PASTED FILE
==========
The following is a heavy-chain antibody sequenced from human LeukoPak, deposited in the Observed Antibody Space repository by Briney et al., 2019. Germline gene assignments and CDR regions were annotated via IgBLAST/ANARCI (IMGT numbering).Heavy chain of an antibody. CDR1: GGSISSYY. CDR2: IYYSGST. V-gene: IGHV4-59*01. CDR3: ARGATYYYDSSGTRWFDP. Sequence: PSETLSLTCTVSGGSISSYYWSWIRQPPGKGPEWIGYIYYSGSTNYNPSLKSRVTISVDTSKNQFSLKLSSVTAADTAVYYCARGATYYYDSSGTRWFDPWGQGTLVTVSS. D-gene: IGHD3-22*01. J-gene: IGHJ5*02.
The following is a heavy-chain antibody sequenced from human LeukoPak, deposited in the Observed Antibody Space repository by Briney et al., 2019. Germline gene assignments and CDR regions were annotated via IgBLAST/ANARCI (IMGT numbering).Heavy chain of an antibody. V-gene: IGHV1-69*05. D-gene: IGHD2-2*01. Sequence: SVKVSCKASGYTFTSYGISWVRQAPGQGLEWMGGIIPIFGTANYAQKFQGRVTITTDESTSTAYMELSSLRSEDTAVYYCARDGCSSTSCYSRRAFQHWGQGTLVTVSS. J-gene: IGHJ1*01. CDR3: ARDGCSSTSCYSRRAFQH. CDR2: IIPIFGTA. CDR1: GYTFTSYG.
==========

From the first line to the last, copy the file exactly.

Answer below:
The following is a heavy-chain antibody sequenced from human LeukoPak, deposited in the Observed Antibody Space repository by Briney et al., 2019. Germline gene assignments and CDR regions were annotated via IgBLAST/ANARCI (IMGT numbering).Heavy chain of an antibody. CDR1: GGSISSYY. CDR2: IYYSGST. V-gene: IGHV4-59*01. CDR3: ARGATYYYDSSGTRWFDP. Sequence: PSETLSLTCTVSGGSISSYYWSWIRQPPGKGPEWIGYIYYSGSTNYNPSLKSRVTISVDTSKNQFSLKLSSVTAADTAVYYCARGATYYYDSSGTRWFDPWGQGTLVTVSS. D-gene: IGHD3-22*01. J-gene: IGHJ5*02.
The following is a heavy-chain antibody sequenced from human LeukoPak, deposited in the Observed Antibody Space repository by Briney et al., 2019. Germline gene assignments and CDR regions were annotated via IgBLAST/ANARCI (IMGT numbering).Heavy chain of an antibody. V-gene: IGHV1-69*05. D-gene: IGHD2-2*01. Sequence: SVKVSCKASGYTFTSYGISWVRQAPGQGLEWMGGIIPIFGTANYAQKFQGRVTITTDESTSTAYMELSSLRSEDTAVYYCARDGCSSTSCYSRRAFQHWGQGTLVTVSS. J-gene: IGHJ1*01. CDR3: ARDGCSSTSCYSRRAFQH. CDR2: IIPIFGTA. CDR1: GYTFTSYG.